The potential lack of due diligence undertaken by new board members is an area of great concern. Often they may be flattered to get an invitation to join a board, or have a genuine interest to contribute something back to society, but more than a copy of the last strategic plan and quick chat with the Chair or CEO is needed to make such a big decision. Many other tools are available to potential board members, such as web searching, networks of colleagues to gain insights, meeting with other board members, viewing past minutes and papers to see how the board is run and asking probing questions to get to the level of detail required. A classic situation was relayed to us recently of a very disgruntled board member who joined the board because they thought it looked interesting, had some ‘experienced’ members and wanted to contribute something back to the business world. They agreed to join with little due diligence and now regret not being more vigilant as they are bogged down in operational matters and not able to contribute at a governance level.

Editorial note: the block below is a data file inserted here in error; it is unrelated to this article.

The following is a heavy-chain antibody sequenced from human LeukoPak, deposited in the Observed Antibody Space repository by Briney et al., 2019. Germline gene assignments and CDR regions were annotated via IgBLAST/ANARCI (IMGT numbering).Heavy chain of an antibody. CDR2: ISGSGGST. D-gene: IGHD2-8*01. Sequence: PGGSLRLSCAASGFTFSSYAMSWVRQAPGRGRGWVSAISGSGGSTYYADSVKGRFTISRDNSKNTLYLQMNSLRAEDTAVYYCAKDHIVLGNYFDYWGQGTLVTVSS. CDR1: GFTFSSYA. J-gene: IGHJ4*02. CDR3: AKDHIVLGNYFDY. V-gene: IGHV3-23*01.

So how, as an individual, do you get the skills, and learn the questions to ask? Clearly there is a number of training options being offered, but upskilling yourself through reading, observing (and critiquing) public boards in action, finding an experienced and knowledgeable mentor are all simple ways to pick us some early knowledge. Joining a board with a robust governance model (identified through good due diligence) should provide some peace of mind to the new director. This should allow you a formal platform from which to effectively contribute your skills and perspectives in leading the organisation.